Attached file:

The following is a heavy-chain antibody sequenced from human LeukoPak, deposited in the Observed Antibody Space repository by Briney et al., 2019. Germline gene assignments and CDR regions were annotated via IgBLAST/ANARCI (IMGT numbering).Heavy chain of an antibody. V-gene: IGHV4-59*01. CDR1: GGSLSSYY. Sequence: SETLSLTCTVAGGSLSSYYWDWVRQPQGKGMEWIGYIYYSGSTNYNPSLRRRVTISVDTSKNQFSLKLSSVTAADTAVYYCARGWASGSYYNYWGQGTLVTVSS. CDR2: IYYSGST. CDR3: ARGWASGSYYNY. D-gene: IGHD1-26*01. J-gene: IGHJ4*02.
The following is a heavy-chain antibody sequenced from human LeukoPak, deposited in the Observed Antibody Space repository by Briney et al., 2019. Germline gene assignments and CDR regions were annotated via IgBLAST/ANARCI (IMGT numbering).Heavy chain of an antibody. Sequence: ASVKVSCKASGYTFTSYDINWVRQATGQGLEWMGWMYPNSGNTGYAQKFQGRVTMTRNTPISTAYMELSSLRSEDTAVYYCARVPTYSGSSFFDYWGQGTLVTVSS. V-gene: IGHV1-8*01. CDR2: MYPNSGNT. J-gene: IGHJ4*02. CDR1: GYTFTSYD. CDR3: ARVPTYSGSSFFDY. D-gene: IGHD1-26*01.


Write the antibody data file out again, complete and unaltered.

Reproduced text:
The following is a heavy-chain antibody sequenced from human LeukoPak, deposited in the Observed Antibody Space repository by Briney et al., 2019. Germline gene assignments and CDR regions were annotated via IgBLAST/ANARCI (IMGT numbering).Heavy chain of an antibody. V-gene: IGHV4-59*01. CDR1: GGSLSSYY. Sequence: SETLSLTCTVAGGSLSSYYWDWVRQPQGKGMEWIGYIYYSGSTNYNPSLRRRVTISVDTSKNQFSLKLSSVTAADTAVYYCARGWASGSYYNYWGQGTLVTVSS. CDR2: IYYSGST. CDR3: ARGWASGSYYNY. D-gene: IGHD1-26*01. J-gene: IGHJ4*02.
The following is a heavy-chain antibody sequenced from human LeukoPak, deposited in the Observed Antibody Space repository by Briney et al., 2019. Germline gene assignments and CDR regions were annotated via IgBLAST/ANARCI (IMGT numbering).Heavy chain of an antibody. Sequence: ASVKVSCKASGYTFTSYDINWVRQATGQGLEWMGWMYPNSGNTGYAQKFQGRVTMTRNTPISTAYMELSSLRSEDTAVYYCARVPTYSGSSFFDYWGQGTLVTVSS. V-gene: IGHV1-8*01. CDR2: MYPNSGNT. J-gene: IGHJ4*02. CDR1: GYTFTSYD. CDR3: ARVPTYSGSSFFDY. D-gene: IGHD1-26*01.